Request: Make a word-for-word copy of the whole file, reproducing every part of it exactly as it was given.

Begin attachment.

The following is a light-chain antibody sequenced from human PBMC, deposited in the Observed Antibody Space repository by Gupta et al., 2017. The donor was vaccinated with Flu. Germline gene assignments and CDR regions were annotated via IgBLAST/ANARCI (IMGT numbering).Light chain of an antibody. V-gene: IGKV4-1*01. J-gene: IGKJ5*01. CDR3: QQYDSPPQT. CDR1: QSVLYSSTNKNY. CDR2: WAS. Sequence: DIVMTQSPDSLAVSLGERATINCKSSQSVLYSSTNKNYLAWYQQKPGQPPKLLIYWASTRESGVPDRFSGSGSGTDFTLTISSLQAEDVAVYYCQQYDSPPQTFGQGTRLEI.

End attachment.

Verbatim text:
The following is a light-chain antibody sequenced from human PBMC, deposited in the Observed Antibody Space repository by Gupta et al., 2017. The donor was vaccinated with Flu. Germline gene assignments and CDR regions were annotated via IgBLAST/ANARCI (IMGT numbering).Light chain of an antibody. V-gene: IGKV4-1*01. J-gene: IGKJ5*01. CDR3: QQYDSPPQT. CDR1: QSVLYSSTNKNY. CDR2: WAS. Sequence: DIVMTQSPDSLAVSLGERATINCKSSQSVLYSSTNKNYLAWYQQKPGQPPKLLIYWASTRESGVPDRFSGSGSGTDFTLTISSLQAEDVAVYYCQQYDSPPQTFGQGTRLEI.